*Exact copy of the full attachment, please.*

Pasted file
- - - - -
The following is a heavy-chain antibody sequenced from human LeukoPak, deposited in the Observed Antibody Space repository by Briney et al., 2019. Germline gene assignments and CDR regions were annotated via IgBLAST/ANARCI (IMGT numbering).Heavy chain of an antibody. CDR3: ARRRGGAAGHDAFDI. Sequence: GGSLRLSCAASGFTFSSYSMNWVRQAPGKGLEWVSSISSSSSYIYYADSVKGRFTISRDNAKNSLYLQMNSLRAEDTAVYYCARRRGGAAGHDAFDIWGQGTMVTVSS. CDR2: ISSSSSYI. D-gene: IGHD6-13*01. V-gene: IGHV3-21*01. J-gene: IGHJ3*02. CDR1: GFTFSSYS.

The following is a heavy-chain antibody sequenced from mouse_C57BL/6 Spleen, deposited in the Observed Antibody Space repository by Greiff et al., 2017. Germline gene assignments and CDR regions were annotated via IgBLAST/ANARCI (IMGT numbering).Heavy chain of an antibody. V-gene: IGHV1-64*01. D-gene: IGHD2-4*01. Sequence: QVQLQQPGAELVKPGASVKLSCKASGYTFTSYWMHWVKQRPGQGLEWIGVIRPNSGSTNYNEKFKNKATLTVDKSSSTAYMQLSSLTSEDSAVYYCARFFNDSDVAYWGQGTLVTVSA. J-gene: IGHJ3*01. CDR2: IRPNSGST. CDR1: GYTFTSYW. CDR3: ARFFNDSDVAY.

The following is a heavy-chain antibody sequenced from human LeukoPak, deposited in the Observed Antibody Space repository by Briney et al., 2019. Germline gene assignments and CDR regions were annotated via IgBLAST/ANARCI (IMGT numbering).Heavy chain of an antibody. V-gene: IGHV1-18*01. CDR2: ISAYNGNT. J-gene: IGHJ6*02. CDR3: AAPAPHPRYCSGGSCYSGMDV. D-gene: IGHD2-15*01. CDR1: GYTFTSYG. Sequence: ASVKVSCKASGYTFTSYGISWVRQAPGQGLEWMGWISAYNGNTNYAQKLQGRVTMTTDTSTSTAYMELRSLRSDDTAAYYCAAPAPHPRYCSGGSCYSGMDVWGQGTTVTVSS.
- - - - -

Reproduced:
The following is a heavy-chain antibody sequenced from human LeukoPak, deposited in the Observed Antibody Space repository by Briney et al., 2019. Germline gene assignments and CDR regions were annotated via IgBLAST/ANARCI (IMGT numbering).Heavy chain of an antibody. CDR3: ARRRGGAAGHDAFDI. Sequence: GGSLRLSCAASGFTFSSYSMNWVRQAPGKGLEWVSSISSSSSYIYYADSVKGRFTISRDNAKNSLYLQMNSLRAEDTAVYYCARRRGGAAGHDAFDIWGQGTMVTVSS. CDR2: ISSSSSYI. D-gene: IGHD6-13*01. V-gene: IGHV3-21*01. J-gene: IGHJ3*02. CDR1: GFTFSSYS.

The following is a heavy-chain antibody sequenced from mouse_C57BL/6 Spleen, deposited in the Observed Antibody Space repository by Greiff et al., 2017. Germline gene assignments and CDR regions were annotated via IgBLAST/ANARCI (IMGT numbering).Heavy chain of an antibody. V-gene: IGHV1-64*01. D-gene: IGHD2-4*01. Sequence: QVQLQQPGAELVKPGASVKLSCKASGYTFTSYWMHWVKQRPGQGLEWIGVIRPNSGSTNYNEKFKNKATLTVDKSSSTAYMQLSSLTSEDSAVYYCARFFNDSDVAYWGQGTLVTVSA. J-gene: IGHJ3*01. CDR2: IRPNSGST. CDR1: GYTFTSYW. CDR3: ARFFNDSDVAY.

The following is a heavy-chain antibody sequenced from human LeukoPak, deposited in the Observed Antibody Space repository by Briney et al., 2019. Germline gene assignments and CDR regions were annotated via IgBLAST/ANARCI (IMGT numbering).Heavy chain of an antibody. V-gene: IGHV1-18*01. CDR2: ISAYNGNT. J-gene: IGHJ6*02. CDR3: AAPAPHPRYCSGGSCYSGMDV. D-gene: IGHD2-15*01. CDR1: GYTFTSYG. Sequence: ASVKVSCKASGYTFTSYGISWVRQAPGQGLEWMGWISAYNGNTNYAQKLQGRVTMTTDTSTSTAYMELRSLRSDDTAAYYCAAPAPHPRYCSGGSCYSGMDVWGQGTTVTVSS.